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While caught up in a perfect storm, Costa Rica’s coffee sector may have a strong card up its sleeve: EUDR compliance

By Benjamin Holst

When the twin evils of drought and frost hit Brazilian coffee farmers in 2022, international coffee prices skyrocketed. Far from creating a window of opportunity for smaller neighbours, the exchange rate pushed up production costs for many. Shortly after, the outbreak of war in Ukraine increased the price of fertiliser and pesticides, which coincided with Costa Rica producing the smallest harvest in 40 years. 

“We are really going through a period of crisis in the national coffee sector. There are a combination of factors that have become, as we say, the perfect storm for coffee in Costa Rica,” says Guillermo Trejos Soto.

He is wearing two hats: As a president of Costa Rica’s Coffee Institute, ICAFE, he represents Costa Rica’s coffee sector. And as the head of the coffee cooperative, Coopelibertad, he is also leading 1200 farmers and one of Costa Rica’s most important exporters to the EU market. 

While current challenges are certainly plentiful, Guillermo Trejos Soto believes the welfare of the members of Coopelibertad is more important than temporary profit margins.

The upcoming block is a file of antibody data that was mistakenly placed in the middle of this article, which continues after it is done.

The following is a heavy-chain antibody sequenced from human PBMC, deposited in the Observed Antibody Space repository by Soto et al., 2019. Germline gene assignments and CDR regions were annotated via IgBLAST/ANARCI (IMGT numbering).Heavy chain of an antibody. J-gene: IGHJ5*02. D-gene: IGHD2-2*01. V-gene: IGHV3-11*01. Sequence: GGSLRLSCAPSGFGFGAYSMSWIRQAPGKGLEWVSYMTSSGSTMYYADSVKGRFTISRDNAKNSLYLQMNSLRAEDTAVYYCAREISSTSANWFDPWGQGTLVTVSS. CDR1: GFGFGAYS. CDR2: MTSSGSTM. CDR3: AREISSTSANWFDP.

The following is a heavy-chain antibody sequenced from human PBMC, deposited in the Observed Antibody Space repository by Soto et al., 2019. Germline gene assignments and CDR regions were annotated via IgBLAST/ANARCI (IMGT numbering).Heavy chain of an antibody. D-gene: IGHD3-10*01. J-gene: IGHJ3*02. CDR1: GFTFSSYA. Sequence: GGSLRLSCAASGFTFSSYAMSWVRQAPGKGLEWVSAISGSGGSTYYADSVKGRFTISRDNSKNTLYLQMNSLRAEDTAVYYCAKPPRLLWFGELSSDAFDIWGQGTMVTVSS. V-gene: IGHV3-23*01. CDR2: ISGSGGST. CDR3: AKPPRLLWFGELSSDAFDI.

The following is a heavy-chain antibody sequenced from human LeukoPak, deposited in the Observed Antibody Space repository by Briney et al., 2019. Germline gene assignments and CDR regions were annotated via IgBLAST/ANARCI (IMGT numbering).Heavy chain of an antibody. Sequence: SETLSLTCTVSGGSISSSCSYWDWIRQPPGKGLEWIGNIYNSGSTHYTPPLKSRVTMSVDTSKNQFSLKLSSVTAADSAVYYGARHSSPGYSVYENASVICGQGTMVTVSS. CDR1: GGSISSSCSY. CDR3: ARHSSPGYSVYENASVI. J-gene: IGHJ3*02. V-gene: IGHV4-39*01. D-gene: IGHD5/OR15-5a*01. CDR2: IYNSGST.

Photo: CoopeLibrtad

 “Our raison d'être as an organisation is to improve the quality of life of the producing families. So, we really don't measure our impact by a profit and loss, but rather how much we are supporting the improvement of the quality of life of the producing families,” says Guillermo Trejos Soto, and continues: 

"In many occasions a coffee producer is only measured by the quantity or quality of their beans. We measure them by the quality of life they have. So that is the impact that the organisation is looking for. Obviously, we are united by the coffee business, so we try to make it as profitable as possible."

Guillermo Trejos Soto
President of the Coffee Institute of Costa Rica (ICafe)

Preferred by Nature's framework has played a valuable role in assisting CoopeLibertad's preparation for EUDR, says it's leader, Guillermo Trejos Soto. 

Quality at a cost 

With a landmass not much bigger than Switzerland, Costa Rica is unable to compete with the volumes produced by larger coffee nations such as Brazil. Instead, the Central American country has focused on high-end coffee production, offering favourable conditions, including credits, subsidies and other incentives for smallholders. 

According to Guillermo Trejos Soto, the quality comes with higher production costs, however, including elevating factors such as the social and environmental commitments offered by the Costa Rican coffee sector unlike many of its competitors.  

With higher production costs and a guarantee that a minimum of 78% of FOB export price - the price of goods at the frontier of the exporting country - is reaching the producer's pocket, the market price for Costa Rican coffee will of course be higher than coffee from countries with less protection of farmers and lower quality.